Read more:
*He who dwells in the shelter of the Most High will rest in the shadow of the Almighty. I will say of the LORD, “He is my refuge and my fortress, my God, in whom I trust.”

Surely he will save you from the fowler’s snare and from the deadly pestilence. He will cover you with his feathers, and under his wings you will find refuge; his faithfulness will be your shield and rampart. You will not fear the terror of night, nor the arrow that flies by day, nor the pestilence that stalks in the darkness nor the plague that destroys at midday. Psalm 91:1-6 NIV

*But the godly will flourish like palm trees and grow strong like the cedars of Lebanon. For they are transplanted to the LORD's own house. They flourish in the courts of our God.
Even in old age they will still produce fruit; they will remain vital and green. They will declare, "The LORD is just! He is my rock! There is no evil in him!"Psalm 92:12-15 NLT

*Rejoice always, pray continually, give thanks in all circumstances; for this is God’s will for you in Christ Jesus. 1 Thess. 5:16 NIV 

Wednesday, January 19, 2011

Downsizing is a good idea. ? .

I subscribe to several blogs on minimalism, decluttering, and downsizing. Why? Certainly not because I'm doing a good job of any of that! But it's interesting to think of the extremes of life with hardly any stuff in a country of too much. Plus I like looking at other people's spaces better if I can see the furniture, rather than heaps of their collections.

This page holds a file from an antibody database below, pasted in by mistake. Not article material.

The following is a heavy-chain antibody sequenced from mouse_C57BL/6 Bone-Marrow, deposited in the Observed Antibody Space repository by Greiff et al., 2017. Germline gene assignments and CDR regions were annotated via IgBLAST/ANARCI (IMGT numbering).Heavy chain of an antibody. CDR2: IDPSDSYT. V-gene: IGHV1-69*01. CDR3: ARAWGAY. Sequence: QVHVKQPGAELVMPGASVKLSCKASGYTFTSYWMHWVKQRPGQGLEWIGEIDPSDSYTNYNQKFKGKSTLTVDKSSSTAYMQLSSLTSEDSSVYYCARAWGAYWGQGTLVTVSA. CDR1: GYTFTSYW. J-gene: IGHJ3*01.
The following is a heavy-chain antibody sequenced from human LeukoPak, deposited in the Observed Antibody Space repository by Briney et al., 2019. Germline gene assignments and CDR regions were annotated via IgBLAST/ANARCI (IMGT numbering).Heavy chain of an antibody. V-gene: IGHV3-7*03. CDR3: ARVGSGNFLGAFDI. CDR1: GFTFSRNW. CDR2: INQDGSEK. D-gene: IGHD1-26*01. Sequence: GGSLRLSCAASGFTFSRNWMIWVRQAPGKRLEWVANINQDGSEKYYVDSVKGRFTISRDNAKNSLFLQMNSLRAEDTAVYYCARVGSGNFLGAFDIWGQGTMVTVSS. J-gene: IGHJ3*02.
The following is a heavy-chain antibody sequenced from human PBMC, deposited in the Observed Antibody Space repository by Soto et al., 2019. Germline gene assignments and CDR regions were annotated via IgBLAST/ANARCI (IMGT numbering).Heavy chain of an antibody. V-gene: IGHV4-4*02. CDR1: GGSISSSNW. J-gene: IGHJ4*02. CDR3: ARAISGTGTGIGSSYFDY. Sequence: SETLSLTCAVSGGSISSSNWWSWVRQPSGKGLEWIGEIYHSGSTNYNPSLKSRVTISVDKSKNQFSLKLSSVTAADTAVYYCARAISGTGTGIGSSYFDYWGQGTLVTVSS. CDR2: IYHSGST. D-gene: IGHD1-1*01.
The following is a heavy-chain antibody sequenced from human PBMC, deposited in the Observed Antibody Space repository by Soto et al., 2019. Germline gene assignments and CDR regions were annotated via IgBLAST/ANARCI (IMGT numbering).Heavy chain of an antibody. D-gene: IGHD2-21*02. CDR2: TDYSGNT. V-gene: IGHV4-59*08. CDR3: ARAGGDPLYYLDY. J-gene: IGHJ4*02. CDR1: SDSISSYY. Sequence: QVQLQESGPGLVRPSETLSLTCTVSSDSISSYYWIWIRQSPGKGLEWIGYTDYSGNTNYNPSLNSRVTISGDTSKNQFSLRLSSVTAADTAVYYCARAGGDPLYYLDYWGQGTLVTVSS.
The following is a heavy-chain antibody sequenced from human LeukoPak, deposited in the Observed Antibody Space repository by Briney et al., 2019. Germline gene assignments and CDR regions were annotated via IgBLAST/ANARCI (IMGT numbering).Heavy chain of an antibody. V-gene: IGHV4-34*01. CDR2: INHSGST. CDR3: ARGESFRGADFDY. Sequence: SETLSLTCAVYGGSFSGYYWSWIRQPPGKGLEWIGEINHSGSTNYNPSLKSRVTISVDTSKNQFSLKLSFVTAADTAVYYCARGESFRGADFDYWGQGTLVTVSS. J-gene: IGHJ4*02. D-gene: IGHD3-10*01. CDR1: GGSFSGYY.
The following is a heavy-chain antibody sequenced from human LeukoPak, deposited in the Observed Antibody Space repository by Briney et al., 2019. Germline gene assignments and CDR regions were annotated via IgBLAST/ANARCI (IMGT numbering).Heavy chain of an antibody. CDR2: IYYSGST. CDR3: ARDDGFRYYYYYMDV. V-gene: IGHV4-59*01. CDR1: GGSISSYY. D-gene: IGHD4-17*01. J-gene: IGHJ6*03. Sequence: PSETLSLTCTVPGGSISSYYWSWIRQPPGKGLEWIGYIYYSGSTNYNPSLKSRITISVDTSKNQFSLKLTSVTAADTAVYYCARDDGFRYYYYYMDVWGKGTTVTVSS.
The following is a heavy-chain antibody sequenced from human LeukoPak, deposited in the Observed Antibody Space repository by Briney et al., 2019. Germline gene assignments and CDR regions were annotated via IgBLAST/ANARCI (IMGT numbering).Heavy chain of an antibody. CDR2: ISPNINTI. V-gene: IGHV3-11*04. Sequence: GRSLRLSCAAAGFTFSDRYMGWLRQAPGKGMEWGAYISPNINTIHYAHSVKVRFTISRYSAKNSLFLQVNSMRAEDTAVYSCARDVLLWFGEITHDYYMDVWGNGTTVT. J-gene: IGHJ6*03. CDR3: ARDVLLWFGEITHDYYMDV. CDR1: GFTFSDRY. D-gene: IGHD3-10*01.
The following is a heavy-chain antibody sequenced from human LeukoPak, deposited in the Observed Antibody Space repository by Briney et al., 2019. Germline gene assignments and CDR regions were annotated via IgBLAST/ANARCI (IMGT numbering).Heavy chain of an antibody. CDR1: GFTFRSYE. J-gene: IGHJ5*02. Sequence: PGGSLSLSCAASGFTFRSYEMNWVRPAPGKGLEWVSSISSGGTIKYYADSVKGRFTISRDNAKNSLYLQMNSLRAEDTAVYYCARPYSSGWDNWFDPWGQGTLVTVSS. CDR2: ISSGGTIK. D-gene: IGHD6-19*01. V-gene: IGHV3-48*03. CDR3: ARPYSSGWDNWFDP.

The mandate on getting rid of stuff seems to start with, "If you don't use it, give it away." or "If you haven't worn it for a year, pass it along." Great ideas!

My difficulty in decluttering is squarely centered around those principles. What don't I use? In the past week, I thought about downsizing my kitchen some more. What else can I give away, after donating bags of stuff last year? The cabinets still feel full.

However, while I've been thinking on what I don't use,  since Sunday I have used (some more than once):
  • 4 teapots and over a dozen teacups, mugs, glasses
  • 1 kettle, besides our hot tap (love it! can't imagine a kitchen without it)
  • 7 different pans and pots
  • 3 sets of tongs (2 sizes)
  • 2 soup ladles, 5 kinds of spatulas (from metal to plastic to wooden)
  • 5 different Henkel knives
  • 2 juicers (our Vitamix and one with a strainer)
  • Various sizes and kinds of dishes and serving bowls
  • 2 different vegetable peelers, plus a metal scrubber for peeling carrots
  • 3 cutting boards
  • Microwave, convection oven, oven, stove, griddle, toaster
  • 3 trays (wood, metal, plastic, all for different uses)
  • 3 types of placemats (stiff British, with flower pics; Indonesian wooden roll-up; handmade double-sided fabric from a girlfriend - used both sides)
End of list - because I'm tired of counting, not because I didn't use more things. I haven't spent the whole week in the kitchen, though I cook most of our meals since I've been working from home.